New Orleans' Top 10 Classic Restaurants
With a restaurant scene dating back 300 years, New Orleans has more celebrated, still-relevant institutions than some of the South’s major cities combined. From the turquoise mansion known as Commander’s Palace to old-school oyster joint Casamento’s and one of the most important restaurants in African-American history, here are the ten classics you need to visit to understand the food of New Orleans.
Brought to prominence by one of the country’s first woman restaurateurs, Ella Brennan, who famously said she didn’t want to run a restaurant where a jazz band couldn’t come marching through. Commander’s Palace continues under her daughter, Ti Martin, and niece, Lally Brennan, and so do their famous jazz brunches with 25 cent martinis. Chef Tory McPhail has committed his staff to sourcing as much of the menu as possible from Louisiana and regional purveyors.
The city’s most treasured hostess, JoAnn Clevenger recently turned 80-years-old, which belies the energy inside her restaurant. Inside an old house in the Garden District, now filled with her art collection, Upperline remains one of the best places to eat the city’s original Creole dishes. Clevenger’s iconic dish, fried green tomatoes with shrimp remoulade, is a must-order, but so is the spicy shrimp with cornbread and aioli and the pecan bread pudding, an homage to her childhood spent on a pecan grove in North Louisiana.
Dooky Chase Restaurant
New Orleans legend Leah Chase passed away earlier this year at the age of 96, but her restaurant Dooky Chase’s lives on. Originally the only white-tablecloth restaurant where African Americans could dine in the city during Jim Crow, Dooky Chase’s was a hub for hungry Freedom Riders and also saw heros of the movement like Thurgood Marshall and Martin Luther King Jr.. It had also become a crowded gallery for African-American art and eventually one of the best collections in the country. Although the restaurant flooded during Hurricane Katrina, Chase and other chefs worked to rebuild it.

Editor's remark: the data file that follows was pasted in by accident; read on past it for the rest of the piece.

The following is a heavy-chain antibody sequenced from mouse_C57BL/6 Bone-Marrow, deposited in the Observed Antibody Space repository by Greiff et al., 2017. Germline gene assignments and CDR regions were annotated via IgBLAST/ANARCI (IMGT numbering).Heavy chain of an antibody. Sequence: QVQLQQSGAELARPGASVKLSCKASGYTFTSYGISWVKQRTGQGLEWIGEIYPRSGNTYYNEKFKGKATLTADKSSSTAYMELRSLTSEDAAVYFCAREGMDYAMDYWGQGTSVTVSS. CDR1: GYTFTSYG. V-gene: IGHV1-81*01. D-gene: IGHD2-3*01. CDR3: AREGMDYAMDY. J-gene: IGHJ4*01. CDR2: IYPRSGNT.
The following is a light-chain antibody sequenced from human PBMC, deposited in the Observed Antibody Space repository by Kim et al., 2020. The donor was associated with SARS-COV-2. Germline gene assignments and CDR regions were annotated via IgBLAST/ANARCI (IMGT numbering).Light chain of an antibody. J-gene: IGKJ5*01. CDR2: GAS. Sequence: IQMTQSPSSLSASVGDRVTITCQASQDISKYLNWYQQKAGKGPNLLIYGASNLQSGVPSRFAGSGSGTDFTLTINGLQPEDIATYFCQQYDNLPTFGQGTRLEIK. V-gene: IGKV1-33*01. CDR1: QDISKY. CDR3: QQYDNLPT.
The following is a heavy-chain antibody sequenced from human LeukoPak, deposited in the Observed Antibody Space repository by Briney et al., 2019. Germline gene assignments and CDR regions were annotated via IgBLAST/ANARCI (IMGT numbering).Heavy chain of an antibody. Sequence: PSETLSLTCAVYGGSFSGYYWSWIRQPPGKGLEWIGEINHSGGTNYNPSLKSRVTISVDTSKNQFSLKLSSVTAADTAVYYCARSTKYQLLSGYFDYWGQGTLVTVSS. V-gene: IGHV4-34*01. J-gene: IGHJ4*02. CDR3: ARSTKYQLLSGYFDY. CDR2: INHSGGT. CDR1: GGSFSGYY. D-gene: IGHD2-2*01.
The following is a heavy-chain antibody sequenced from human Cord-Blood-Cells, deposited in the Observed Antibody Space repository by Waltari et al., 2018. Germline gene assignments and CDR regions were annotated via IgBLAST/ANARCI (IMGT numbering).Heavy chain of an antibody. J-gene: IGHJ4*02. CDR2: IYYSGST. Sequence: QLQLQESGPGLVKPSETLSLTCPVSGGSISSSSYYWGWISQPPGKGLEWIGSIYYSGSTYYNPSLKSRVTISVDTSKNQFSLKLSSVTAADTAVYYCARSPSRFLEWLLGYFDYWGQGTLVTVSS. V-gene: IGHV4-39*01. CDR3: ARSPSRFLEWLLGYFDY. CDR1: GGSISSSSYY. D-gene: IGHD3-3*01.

Trying to determine where definitely has the best oysters in New Orleans is a fool’s errand. And don’t even start to ask a group of locals. Instead, head to Casamento’s, which has been serving Gulf oysters raw, fried, and otherwise since 1919 in their beautifully tiled shoebox on Magazine Street.
For over 30 years, Chef Frank Brigsten and his wife Marna has served the city’s most iconic dishes rom BBQ shrimp with rice fritters to panéed rabbit with Creole mustard sauce in this uptown gem. They have been nominated multiple times for a James Beard Award in outstanding service.
The birthplace of Bananas Foster, the famous French Quarter restaurant recently underwent an opulent renovation. With Carribbean and European influences, Brennan’s dining rooms each have their own personality. One of the most iconic is the Trellis Room inspired by the look of a French orangerie with large pistachio-colored half-crescent banquettes and murals depicting Mardis Gras scenes.
Although the original Gabrielle location closed due to heavy flooding from Hurricane Katrina, the newly opened reincarnation on Orleans Avenue still serves the Creole-Cajun classics locals loved before like smoked quail gumbo and BBQ shrimp pie.
New Orleans may not be as well known for its Italian influence, but Sicilian immigrants helped create the city’s Creole-Itlalian food culture. One of the best places to see those dishes is Mosca’s, just a short drive over to New Orleans’ West Bank.
Few restaurants can claim to have been in operation for almost 200 years, but Antoine’s has endured to become an indelible part of French Quarter history.
You won’t find a modicum of trendiness at Clancy’s, and that’s what locals continue to patronize this efficiently elegant uptown bistro that errs on the side of abundance. Saving room for the lemon icebox pie presents a challenge, but one worth taking up.